Tue, Sep 10, 2019 - Page 6 News List

‘Grandpa’ protesters speak softly, carry canes

‘PROTECT THE CHILDREN’:Senior citizens showing up during weekend protests try to mediate between police and demonstrators, and shield young people


“Grandpa Wong,” center, shields younger protesters from the police by holding his walking stick up along with other “silver hair” volunteers wearing yellow vests in the Tung Chung district in Hong Kong during a demonstration on Sept. 7.

Photo: AFP

“Grandpa Wong” holds a cane above his head as he pleads with riot police to stop firing tear gas — an 85-year-old shielding protesters on the front lines of Hong Kong’s fight for democracy.

Despite his age, Wong is a regular sight at Hong Kong’s street battles, hobbling toward police lines, placing himself in between riot officers and hardcore protesters, hoping to de-escalate what have now become near daily clashes.

“I’d rather they kill the elderly than hit the youngsters,” he said during a recent series of skirmishes in the shopping district of Causeway Bay, a gas mask dangling from his chin. “We’re old now, but the children are the future of Hong Kong.”

The three months of huge, sometimes violent pro-democracy protests in the territory are overwhelmingly youth-led. Research by academics has shown that half of those on the streets are between 20 and 30 years old, while 77 percent have degrees.

However, the movement maintains widespread support across the public with lawyers, doctors, nurses, teachers and civil servants all holding recent solidarity rallies, even as the violence escalates.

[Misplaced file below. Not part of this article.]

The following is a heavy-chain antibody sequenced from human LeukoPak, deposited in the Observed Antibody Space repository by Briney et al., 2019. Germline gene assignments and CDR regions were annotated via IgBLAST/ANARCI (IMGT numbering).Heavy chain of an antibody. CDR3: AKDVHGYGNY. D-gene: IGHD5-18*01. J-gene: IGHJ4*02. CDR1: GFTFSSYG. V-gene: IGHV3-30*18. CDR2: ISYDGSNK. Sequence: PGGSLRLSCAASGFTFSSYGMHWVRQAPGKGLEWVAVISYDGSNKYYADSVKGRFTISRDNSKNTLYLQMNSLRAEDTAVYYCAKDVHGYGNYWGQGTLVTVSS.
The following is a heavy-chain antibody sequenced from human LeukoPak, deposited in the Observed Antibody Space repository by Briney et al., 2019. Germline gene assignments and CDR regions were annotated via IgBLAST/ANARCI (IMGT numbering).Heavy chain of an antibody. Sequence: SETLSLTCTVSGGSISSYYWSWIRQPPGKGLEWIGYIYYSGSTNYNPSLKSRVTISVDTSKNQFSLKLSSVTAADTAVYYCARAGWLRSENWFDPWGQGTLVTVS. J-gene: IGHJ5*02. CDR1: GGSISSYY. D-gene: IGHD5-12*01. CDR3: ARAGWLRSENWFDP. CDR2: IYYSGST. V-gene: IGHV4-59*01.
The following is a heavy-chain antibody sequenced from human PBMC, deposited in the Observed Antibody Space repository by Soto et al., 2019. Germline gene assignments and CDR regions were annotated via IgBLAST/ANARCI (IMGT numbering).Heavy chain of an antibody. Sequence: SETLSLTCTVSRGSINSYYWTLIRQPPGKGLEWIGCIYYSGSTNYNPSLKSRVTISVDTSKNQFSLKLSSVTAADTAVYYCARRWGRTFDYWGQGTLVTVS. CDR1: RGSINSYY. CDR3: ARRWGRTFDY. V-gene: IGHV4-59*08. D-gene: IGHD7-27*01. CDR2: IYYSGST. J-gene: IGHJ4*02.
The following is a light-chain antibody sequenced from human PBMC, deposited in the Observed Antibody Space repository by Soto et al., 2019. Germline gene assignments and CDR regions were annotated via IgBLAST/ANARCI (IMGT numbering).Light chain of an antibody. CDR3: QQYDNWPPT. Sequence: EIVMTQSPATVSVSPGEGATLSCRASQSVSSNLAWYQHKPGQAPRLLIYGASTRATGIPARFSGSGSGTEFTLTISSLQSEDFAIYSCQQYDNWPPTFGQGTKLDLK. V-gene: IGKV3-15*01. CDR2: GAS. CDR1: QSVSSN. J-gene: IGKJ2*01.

Groups of elderly people — dubbed “silver hairs” — have also marched, but Wong and his friend “Grandpa Chan,” a comparatively spry 73-year-old, are among the most pro-active of this older generation.

The two are part of a group called “Protect the Children,” made up of mostly senior citizens and volunteers. Almost every weekend, they come out to try to mediate between police and demonstrators, as well as buy protesters time when the cops start to charge.

As another volley of tear gas bounded down a boulevard in Causeway Bay — a street lined with luxury malls and fashion retailers — Chan gripped Wong’s hand tightly, stopping his old comrade from rushing back into the crossfire.

“If we die, we die together,” yelled Chan, who eschews helmets and instead always wears an eye-catching red hat daubed with slogans.

While “Protect the Children” turn up primarily to defend the youth, Wong said he tries to warn protesters not to provoke police.

“It’s wrong to throw stones, that’s why the police beat them up,” he said. “I hope that police won’t hit them and the children won’t throw stuff back.”

“Everyone should stay peaceful to protect the core values of Hong Kong,” he added.

As Hong Kong’s summer of rage has worn on the violence on both sides has only escalated. Each weekend has brought increasingly violent bouts, with a minority of black-clad protesters using Molotov cocktails, slingshots and bricks.

Police have also upped their violence, deploying water cannons and resorting to tear gas and rubber bullets with renewed ferocity.

More than 1,100 people have been arrested, ranging from children as young as 12 to a man in his mid-70s. Many are facing charges of rioting which carry 10 years in jail.

Fears have risen for the fate for one veteran protester Alexandra Wong — known as “Grandma Wong” — who attended dozens of protests waving a large British flag.

She lives in Shenzhen, but has not been seen at the protests since the middle of last month when she appeared in videos looking injured after clashes with police inside a subway station.

Grandpa Wong said he understands why youngsters feel they have no choice but to protest.

He has watched over the decades as China has grown more wealthy and powerful whilst remaining avowedly authoritarian.

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